The Itinerary at a Glance
See Milwaukee’s finest museums as you tour some of the city’s most popular attractions, including the world’s only Harley-Davidson Museum, the Milwaukee Art Museum with its moveable wings, the former home to one of Milwaukee’s beer barons and more.
4 Unique Experience on This Trip
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- One of the largest natural history museums
- World’s only Harley-Davidson Museum
- “Wings” of the Milwaukee Art Museum
- A famous beer baron mansion
Duration: 1 Day
This Itinerary is Ideal For: All
9:30 AM – Milwaukee Public Museum
Visit the Milwaukee Public Museum, the fifth largest natural history museum in the country. Enjoy three floors of exhibits including the nostalgic Streets of Old Milwaukee and the European Village. Explore the Costa Rican Rainforest and the Continents of the World. Marvel at the authentic costumes and artifacts of Native Americans. Be awed and mystified by the “Temples, Tells and Tombs” exhibit. While at the Museum Center, enjoy an IMAX film or Planetarium show at the Humphrey IMAX Theatre/Daniel F. Soref Planetarium.
11:30 AM – Lunch Either at the Public Museum or one of Milwaukee’s Downtown Restaurants
Lunch today can be enjoyed at the Museum Center at the Café Costa Rica on your own or plan a wonderful luncheon in a private museum setting or lunch at one of Milwaukee’s local downtown restaurants.
1:00 PM – Harley-Davidson Museum or Milwaukee Art Museum
The Harley-Davidson Museum is the only one of its kind in the world and offers guided tours that provide history as well as a backroads tour with some behind-the-scenes areas which include the Harley-Davidson Archives. Your group will enjoy the Jumpstart™ which puts riders and non-riders in the saddle of a running Harley-Davidson motorcycle. A great photo opportunity for everyone.
Or visit the Milwaukee Art Museum – four floors of over forty galleries of art that are rotated regularly with works from antiquity to the present in the Museum’s far-reaching Collection. Included in the Collection are 15th to 20th century European and 17th to 20th century American paintings, sculpture, prints, drawings, decorative arts, photographs, and folk and self-taught art. Among the best in the nation are the museum’s holding of American decorative arts, German Expressionism, folk and Haitian art, and American art after 1960. The museum also holds one of the largest collections of works by Wisconsin native Georgia O’Keeffe. The graceful Quadracci Pavilion is a sculptural, postmodern addition to the Milwaukee Art Museum completed in 2001, designed by Spanish architect Santiago Calatrava. Windhover Hall is the grand entrance hall for the Quadracci Pavilion. It is Calatrava’s postmodern interpretation of a Gothic cathedral, complete with flying buttresses, pointed arches, ribbed vaults, and a central nave topped by a 90-foot-high glass roof. An average-sized, two-story family home would fit comfortably inside the reception hall. The museum’s signature wings, the Burke Brise Soleil, form a moveable sunscreen with a 217-foot wingspan. The brise soleil is made up of 72 steel fins, ranging in length from 26 to 105 feet. The wings open at 10 a.m. in accordance with regular days of operation, close/reopen at noon and close at 5 p.m. (8 p.m. on Thursdays) dependent on weather.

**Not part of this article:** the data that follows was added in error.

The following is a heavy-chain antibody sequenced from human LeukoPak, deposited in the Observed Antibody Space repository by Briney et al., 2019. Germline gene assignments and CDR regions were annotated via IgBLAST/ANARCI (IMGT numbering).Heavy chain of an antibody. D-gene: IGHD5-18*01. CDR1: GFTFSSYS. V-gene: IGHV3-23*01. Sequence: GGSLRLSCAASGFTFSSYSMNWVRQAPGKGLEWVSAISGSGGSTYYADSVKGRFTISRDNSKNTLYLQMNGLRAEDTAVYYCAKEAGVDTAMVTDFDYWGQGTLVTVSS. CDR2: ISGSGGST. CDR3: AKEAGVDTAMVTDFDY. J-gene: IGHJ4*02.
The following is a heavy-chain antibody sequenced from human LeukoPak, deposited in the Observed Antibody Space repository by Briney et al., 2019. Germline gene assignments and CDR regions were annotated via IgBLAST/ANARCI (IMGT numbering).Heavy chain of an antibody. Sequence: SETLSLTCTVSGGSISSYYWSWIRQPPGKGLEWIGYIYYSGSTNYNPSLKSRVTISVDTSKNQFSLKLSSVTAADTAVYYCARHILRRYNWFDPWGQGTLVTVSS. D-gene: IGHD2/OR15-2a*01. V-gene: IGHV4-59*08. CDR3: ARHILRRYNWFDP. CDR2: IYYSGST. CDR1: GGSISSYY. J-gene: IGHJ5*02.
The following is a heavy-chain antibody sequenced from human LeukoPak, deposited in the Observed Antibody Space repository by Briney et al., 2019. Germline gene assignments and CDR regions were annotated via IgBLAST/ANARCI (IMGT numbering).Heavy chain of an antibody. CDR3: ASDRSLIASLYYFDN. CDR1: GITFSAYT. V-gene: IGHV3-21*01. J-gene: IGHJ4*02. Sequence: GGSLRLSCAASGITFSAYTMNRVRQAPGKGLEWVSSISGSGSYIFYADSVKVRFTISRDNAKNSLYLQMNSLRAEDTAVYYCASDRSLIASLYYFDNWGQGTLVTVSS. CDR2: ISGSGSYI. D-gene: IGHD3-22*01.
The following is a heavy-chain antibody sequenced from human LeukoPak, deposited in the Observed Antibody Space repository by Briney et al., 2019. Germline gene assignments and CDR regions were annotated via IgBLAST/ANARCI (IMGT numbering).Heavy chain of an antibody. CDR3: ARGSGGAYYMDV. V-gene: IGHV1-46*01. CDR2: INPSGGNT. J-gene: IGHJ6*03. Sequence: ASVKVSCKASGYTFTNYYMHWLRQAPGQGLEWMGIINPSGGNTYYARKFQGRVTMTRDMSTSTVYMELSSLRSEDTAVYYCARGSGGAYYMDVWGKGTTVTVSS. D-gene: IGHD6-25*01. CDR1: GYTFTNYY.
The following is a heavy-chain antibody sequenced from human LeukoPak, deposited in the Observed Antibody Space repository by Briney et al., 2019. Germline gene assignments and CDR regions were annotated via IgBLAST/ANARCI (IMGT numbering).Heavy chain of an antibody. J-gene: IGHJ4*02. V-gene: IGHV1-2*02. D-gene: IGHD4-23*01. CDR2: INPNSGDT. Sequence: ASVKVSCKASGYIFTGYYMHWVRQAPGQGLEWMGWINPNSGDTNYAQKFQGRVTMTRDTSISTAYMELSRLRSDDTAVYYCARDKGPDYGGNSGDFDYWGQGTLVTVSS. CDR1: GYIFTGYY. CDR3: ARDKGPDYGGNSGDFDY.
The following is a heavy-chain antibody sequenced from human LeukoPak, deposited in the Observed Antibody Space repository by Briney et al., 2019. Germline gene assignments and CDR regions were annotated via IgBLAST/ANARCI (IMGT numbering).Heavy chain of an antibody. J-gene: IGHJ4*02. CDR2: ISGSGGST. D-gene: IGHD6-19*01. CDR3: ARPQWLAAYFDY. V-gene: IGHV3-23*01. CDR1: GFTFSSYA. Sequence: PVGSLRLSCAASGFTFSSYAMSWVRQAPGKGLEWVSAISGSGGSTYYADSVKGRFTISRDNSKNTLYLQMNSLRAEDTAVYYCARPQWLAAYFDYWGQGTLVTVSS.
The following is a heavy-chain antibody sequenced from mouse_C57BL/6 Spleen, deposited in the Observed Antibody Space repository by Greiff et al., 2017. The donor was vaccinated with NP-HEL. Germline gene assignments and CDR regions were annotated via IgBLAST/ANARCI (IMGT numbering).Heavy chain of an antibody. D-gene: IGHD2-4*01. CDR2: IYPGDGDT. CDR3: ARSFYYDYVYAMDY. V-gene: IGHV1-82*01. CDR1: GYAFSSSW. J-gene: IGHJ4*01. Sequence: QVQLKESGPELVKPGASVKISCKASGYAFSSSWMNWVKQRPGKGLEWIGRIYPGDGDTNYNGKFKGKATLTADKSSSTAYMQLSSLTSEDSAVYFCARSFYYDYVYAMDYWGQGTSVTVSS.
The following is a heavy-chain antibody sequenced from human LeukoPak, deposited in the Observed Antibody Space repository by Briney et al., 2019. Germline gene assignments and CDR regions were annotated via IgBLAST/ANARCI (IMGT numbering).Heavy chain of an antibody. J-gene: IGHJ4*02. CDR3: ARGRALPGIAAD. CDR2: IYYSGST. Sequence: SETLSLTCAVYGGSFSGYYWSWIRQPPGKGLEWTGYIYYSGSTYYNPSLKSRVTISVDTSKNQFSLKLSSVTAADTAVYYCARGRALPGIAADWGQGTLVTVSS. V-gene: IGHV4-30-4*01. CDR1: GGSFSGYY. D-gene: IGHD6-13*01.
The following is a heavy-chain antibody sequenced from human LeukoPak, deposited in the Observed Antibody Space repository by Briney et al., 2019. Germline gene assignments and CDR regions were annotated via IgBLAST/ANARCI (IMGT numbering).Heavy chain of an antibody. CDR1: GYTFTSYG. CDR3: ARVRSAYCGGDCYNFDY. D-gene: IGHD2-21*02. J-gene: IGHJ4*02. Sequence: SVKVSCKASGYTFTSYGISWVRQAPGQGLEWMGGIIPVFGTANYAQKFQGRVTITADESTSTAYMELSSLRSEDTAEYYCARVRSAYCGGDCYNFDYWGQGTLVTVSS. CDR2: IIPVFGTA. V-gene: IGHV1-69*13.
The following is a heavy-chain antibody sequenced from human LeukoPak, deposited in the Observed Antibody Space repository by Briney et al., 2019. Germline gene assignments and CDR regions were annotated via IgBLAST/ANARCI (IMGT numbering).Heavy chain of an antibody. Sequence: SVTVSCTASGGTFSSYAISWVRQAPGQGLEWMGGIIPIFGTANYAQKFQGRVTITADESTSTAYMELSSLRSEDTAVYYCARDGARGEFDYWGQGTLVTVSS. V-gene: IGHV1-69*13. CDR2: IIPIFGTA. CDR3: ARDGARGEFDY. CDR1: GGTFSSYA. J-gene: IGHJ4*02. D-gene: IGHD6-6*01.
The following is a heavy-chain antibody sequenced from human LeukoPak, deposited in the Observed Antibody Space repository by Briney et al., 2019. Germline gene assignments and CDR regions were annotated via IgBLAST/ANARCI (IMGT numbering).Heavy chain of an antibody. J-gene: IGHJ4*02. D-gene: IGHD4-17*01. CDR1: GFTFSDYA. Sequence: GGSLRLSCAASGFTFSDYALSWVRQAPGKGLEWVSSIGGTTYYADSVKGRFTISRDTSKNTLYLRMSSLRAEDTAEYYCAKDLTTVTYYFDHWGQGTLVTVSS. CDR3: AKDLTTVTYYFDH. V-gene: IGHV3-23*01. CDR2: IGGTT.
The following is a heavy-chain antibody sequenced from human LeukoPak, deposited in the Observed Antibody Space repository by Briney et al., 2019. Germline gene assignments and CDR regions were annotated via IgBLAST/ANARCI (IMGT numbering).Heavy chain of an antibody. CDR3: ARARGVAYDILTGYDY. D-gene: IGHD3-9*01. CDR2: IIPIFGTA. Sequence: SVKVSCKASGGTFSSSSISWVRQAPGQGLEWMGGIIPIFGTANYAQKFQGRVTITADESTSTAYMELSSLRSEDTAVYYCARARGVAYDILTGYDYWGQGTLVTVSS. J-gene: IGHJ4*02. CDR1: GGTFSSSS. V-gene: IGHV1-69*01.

3:30 PM – Pabst Mansion or the Grohmann Museum
Option 1: The Pabst Mansion, home to beer baron Frederick J. Pabst, was designed by George Bowman Ferry and Alfred Charles Clas. Construction at 2000 Grand Avenue lasted two years and was completed in July of 1892 at a cost of just over $254,000 – including the house, furnishings and artwork. As leading figures in Milwaukee society, Captain Pabst and his wife, Maria, became consummate art collectors, filling their mansion with priceless treasures. After the Pabst descendants sold the house in 1908, it became the archbishop’s residence and the center of the Roman Catholic Archdiocese of Milwaukee for more than 60 years. Bring your groups to experience this award-winning historic museum and one of Milwaukee’s great architectural landmarks. Groups of all interests are welcome. Groups of 15+ receive a 75 minute guided tour, up to two free admissions for tour leaders and discounted rates. After you have absorbed all the elegance of the Pabst Mansion’s interiors head over to the brewery for more Pabst history. Best Place at the historic Pabst Brewery takes you back to 1844 to tell how the small Best & Company brewery transformed into the Pabst Brewing Company. Step into the Captain’s Courtyard and take a picture with Captain Pabst. See Blue Ribbon Hall, the King’s Courtyard and visit the Vintage Gift Shop. Complete your tour with a sampling of Pabst in the Best Place Tavern.
Option 2: Or visit the Grohmann Museum, which houses the 100 European and American paintings and sculptures (1580-present) in the Man at Work Collection, the world’s most comprehensive collection documenting the evolution of organized work. The museum has three floors of galleries where a core collection is displayed along with feature exhibitions. The museum also has a rooftop sculpture garden containing a dozen large, bronze sculptures – men toiling in the field and foundry, heaving hammers or pinching molten metal with hot tongs – perched on the roofline of the Grohmann Museum. These fellows, each about nine feet tall and weighing in at 1,000 pounds apiece, have a commanding view of a city that was built on the hard work they depict. A great vantage point for your group to view the city and enjoy the green roof and the hand-painted mural located atop the museum.